Review by Turkus2
"Are you ready to make YOUR car?"
Need for Speed: Underground looks to do something Electronic Arts hasn't done in a long time: Take a chance. The Need for Speed series has always had an illegal open-streets formula that has worked for quite a long time. However, it has always been set in an upper-class unreachable fantasy formula (most, if not all, of the cars are virtually unattainable - highlighting with such brands as Lambourghini, Ferrari, Porsche, and McLaren). Underground looks to shake things up and cash in on the low-budget world of import street racing. Budget cars with budget parts that make your car not only look fast, but move equal to its flare. The advantage of this title over previous Need for Speed installments is that the subject matter is VERY relatable. Thus, with an already solid premise, Underground scores in far more areas than it doesn't.
- One extensive urban environment modeled after a retro-fictitious Los Angeles.
- 20 budget cars, fit for tuning.
- Underground, Drag, Sprint, Knockout, Circuit, Drift, and Tournament modes. Drag, Sprint, Knockout, Circuit, Tournament, and Drift are all utilized during Underground Mode.
- Hundreds of fully licensed aftermarket ground effects, spoilers, stickered logos, performance engine and suspension parts, and paint schemes.
- Huge support from import racing magazines including a feature that inserts your car onto their covers after certain accomplishments.
- No online/system link support
- No custom soundtracks
- No Instant Replay
GAMEPLAY (35 points)
Underground suffers from the same problem all racing games with one large environment suffer from: repetition in track design and thus, repetition in gameplay. No matter how many races you do, you feel you've done them before (and chances are, you have seen every inch of this city midway through Underground mode). However, Underground combats monotonous track design with an excellent mini-game: updating your car. With countless amounts of body combinations, your car can go from one end of the spectrum to the other in one session. Whether you have just unlocked new rims, new paint types, new body parts, new performance parts, or a whole new machine, you will spend more hours upgrading and tinkering with the licensed parts on your car than you will racing. And even after you've done that, there are several different race modes that will keep you interested (you'll find that you will hate the later sprints, circuits, and knockouts, and LONG for the much more rare drag and drift races).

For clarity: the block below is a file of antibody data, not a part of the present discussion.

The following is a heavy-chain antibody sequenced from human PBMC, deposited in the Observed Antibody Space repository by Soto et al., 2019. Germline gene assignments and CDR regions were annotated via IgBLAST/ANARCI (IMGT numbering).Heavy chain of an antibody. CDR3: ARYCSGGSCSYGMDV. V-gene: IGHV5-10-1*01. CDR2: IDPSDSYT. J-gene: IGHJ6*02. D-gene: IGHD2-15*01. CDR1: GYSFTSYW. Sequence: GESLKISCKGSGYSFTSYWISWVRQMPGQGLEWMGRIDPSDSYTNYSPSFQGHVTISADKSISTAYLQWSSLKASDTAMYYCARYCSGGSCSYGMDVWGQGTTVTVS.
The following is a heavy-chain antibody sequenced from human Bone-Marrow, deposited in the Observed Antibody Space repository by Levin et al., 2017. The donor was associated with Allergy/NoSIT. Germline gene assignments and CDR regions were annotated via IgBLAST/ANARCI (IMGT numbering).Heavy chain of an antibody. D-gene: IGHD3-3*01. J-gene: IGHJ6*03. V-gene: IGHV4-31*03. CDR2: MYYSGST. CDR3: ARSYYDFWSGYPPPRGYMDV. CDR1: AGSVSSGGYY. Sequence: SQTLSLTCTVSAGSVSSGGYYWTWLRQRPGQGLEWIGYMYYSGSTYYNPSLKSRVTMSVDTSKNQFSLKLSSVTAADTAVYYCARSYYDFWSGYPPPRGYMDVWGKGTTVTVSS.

How about the racing? Probably some of the most dramatic racing you'll ever be involved in (depending on how good you are at the higher difficulties of NASCAR games) due in no small part to the cinematic cuts during the race. Whenever you get insane amounts of air or hit oncoming traffic and flip in the air uncontrollably, you get a ''2 or 10 o'clock camera view of the action in slow motion. The effect is extremely well done and hardly ever detracts from your ability to race.
Physics are a little suspect, with some collisions a little inconsistent, but the core racing instincts are there and the cars react accordingly. All based off a very solid Need for Speed engine (and the gravitational pull of the walls was scrapped - thank God).